|WikiProject Poland||(Rated Start-class, Top-importance)|
|WikiProject Writing systems||(Rated Start-class, High-importance)|
q, v & x in loanwords
I think it should be stated that the replacement of these letters in loan words is true in only a few of them and generally used only (and still not always) in official sources. Some words are used with no replacement - like "xero" or "taxi" or "express". Especially "taxi" is important, as this is the only form used officially to distinguish taxis, while some unofficial con-artists write "taksi" on their unofficial cabs, yet if someone reads this article before coming to Warsaw of Cracow he might be coned by them! —Preceding unsigned comment added by 22.214.171.124 (talk) 12:31, 18 March 2011 (UTC)
I'm not sure how this should be added, if at all, but Poles use first names when spelling aloud: A jak Adam, B jak Barbara, etc. (This doesn't count for most of the letters with diacritics, though: a z ogonkiem, n z kreską, z z kropką, etc.)
The problem is there doesn't seem to be any standard: "Teach Yourself Polish" (ISBN 0-340-87088-5) has "A jak Adam", while the only example I can find on the internet is this joke (http://www.lokozmin.itime.pl/index.php?id=humor):
Dzwoni telefon. Pies odbiera i mówi: - Hau! - Halo? - Hau! - Nic nie rozumiem. - Hau! - Proszę mówić wyraźniej! - H jak Henryk, A jak Agnieszka, U jak Urszula: Hau!!!
(The phone rings. The dog answers and says: "Woof!" "Hello?" "Woof!" "I don't understand" "Woof!" "Please speak clearly" "W for water, o for orange, o for orange, f for fish: Woof!")
Tere is not any standart. It's true: very ofte while spelling we use first names (this most popular). But you can use any other words (nouns). For letters with diacritics: "Ż jak Żaba (frog)", "Ć jak Ćma (moth)", "Ź jak Źrebak (colt)" "Ó jak Ósemka (the figure 8)" but it isn't any rule (simply there aren't many words beginning with this letters). Greetings from Poland. (firstname.lastname@example.org)
- I think this "J for John" expansion is not specific to Polish - i'd bet it's common in any language; and also the names are made-up on the spot, usually the first word that comes to one's mind. -- Jokes Free4Me 11:28, 26 September 2007 (UTC)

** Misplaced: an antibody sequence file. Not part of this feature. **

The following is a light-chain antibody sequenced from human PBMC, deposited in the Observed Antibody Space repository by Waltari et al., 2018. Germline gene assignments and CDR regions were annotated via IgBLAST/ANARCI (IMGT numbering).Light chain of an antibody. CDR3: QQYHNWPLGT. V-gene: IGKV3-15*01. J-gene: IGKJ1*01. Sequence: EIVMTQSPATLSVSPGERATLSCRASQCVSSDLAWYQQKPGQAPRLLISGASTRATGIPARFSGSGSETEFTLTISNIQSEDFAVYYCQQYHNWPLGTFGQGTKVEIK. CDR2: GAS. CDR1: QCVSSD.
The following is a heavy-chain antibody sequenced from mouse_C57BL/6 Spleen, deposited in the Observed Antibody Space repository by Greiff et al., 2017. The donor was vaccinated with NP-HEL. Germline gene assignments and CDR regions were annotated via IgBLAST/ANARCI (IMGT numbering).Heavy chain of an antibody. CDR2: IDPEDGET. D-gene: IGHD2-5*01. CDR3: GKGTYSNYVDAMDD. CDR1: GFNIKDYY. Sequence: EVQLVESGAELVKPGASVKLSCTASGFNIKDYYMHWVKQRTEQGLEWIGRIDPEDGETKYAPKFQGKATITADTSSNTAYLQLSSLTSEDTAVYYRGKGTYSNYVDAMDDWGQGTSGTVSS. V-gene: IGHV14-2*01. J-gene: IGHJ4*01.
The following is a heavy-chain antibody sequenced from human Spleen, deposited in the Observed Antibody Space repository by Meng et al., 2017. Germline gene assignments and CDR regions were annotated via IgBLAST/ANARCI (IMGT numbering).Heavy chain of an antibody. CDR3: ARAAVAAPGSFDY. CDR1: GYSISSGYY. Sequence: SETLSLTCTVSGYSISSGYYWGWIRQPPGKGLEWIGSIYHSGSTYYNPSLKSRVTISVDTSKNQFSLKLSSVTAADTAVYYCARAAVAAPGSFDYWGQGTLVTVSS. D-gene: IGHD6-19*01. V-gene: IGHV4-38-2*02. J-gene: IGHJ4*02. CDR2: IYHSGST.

- Certainly it's not unheard of in English. Sir P. G. Wodehouse uses it all the time in his books; witness this example from Full Moon.
|“||"I'll go and write that letter at once," he said. "The name is Lister?"
"William Lister," said Gally. "L for Laryngitis, I for Ipecacuanha, S for..."
But Lord Emsworth had gone.
The letters' equivalent values should be included
Changing the code for the wikitable
Would anyone object if i changed the 70 short lines of table code in the article to one of the compact versions below? And which would you prefer, as an editor? -- Jokes Free4Me 11:28, 26 September 2007 (UTC)
- This is much better. However, I don't think the heading is necessary. I like the second line better than the third because of the alignment. Appleseed (Talk) 21:29, 26 September 2007 (UTC)
I'm afraid there are missing digraphs in the list of the Polish alphabet. They are "dz", "dź" and "dż". Sample words with the digraphs: dzban, źdźbło (or palatalised: dziurkacz), dżem, dżdżownica.
Moreover "ch" is in Polish listed as it was related to "c", not to "h" in the dictionaries or listings (not like in Czech language), e.g. possible surname list in alphabetical order:
How the Polish sorting is done? Are ą, ć, ę, ł, ń, ś, ź and ż separate letters or are they sorted with non-diacritic versions of the same letters? --Mikko Paananen (talk) 20:32, 23 December 2009 (UTC)